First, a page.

Mr Elliott: Thank you, Judge, for your presentation. We all learn a wee bit every day, and you said how nervous you were coming as a witness to the meeting, as opposed to being the chairman or the judge. I am sure that, when you said the economic consequences of having to go to the Supreme Court would be too much for you, you also recognise the difficulties of some people out there in the community having to face judicial reviews.
His Honour Judge Marrinan: Of course.
Mr Elliott: I thank you for your appreciation.
I have a couple of issues. Mr Humphrey asked you whether the decision not to appoint you was a personal one. You went into some detail. I want to tease that out a wee bit more, because you have been very forthright, I have to say. You appeared to indicate that you believed that you were not going to be appointed anyway. I wonder what the specific reason for that was. You indicated that, as time went on and you made your complaints, it got more personal, although you did not indicate perhaps individual personal aspects of anything having happened. How did it all start? There seems to be an implication in your words that you were not going to be appointed anyway. Why was that?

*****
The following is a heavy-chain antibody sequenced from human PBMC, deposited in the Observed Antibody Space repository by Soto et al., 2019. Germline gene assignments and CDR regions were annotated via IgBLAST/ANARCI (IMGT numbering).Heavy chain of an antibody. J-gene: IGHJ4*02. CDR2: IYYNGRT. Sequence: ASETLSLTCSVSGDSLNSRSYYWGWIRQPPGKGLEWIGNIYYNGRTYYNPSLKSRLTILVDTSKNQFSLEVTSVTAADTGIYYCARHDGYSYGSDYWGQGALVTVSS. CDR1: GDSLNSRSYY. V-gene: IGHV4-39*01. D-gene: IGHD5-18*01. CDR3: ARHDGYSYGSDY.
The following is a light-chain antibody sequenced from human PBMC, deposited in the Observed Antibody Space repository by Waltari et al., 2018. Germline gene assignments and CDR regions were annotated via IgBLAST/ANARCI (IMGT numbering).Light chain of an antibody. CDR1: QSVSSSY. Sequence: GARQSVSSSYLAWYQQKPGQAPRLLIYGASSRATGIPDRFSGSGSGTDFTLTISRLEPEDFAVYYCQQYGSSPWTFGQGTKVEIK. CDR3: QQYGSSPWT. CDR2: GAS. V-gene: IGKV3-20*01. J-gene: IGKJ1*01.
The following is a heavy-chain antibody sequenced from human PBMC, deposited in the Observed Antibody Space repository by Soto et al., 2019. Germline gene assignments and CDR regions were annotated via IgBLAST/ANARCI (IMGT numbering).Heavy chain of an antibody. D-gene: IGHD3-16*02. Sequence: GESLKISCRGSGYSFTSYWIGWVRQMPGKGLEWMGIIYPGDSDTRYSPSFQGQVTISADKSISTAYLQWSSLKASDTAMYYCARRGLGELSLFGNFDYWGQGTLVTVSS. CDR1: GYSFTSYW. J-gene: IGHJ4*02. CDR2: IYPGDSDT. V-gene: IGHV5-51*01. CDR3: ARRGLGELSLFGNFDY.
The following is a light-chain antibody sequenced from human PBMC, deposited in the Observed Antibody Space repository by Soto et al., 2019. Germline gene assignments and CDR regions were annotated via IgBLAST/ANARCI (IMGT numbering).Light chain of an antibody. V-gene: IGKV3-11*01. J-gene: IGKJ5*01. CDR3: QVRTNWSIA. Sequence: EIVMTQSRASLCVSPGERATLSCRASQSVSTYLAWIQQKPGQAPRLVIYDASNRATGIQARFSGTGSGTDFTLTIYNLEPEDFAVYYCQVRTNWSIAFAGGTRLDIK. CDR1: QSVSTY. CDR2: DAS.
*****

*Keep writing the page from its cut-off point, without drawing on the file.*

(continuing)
His Honour Judge Marrinan: With all due respect, Mr Elliott, that would be paranoia on my part. I am certainly not making that case. I am old enough and have suffered enough of life's problems not to be paranoid. It is a risk for anyone who complains.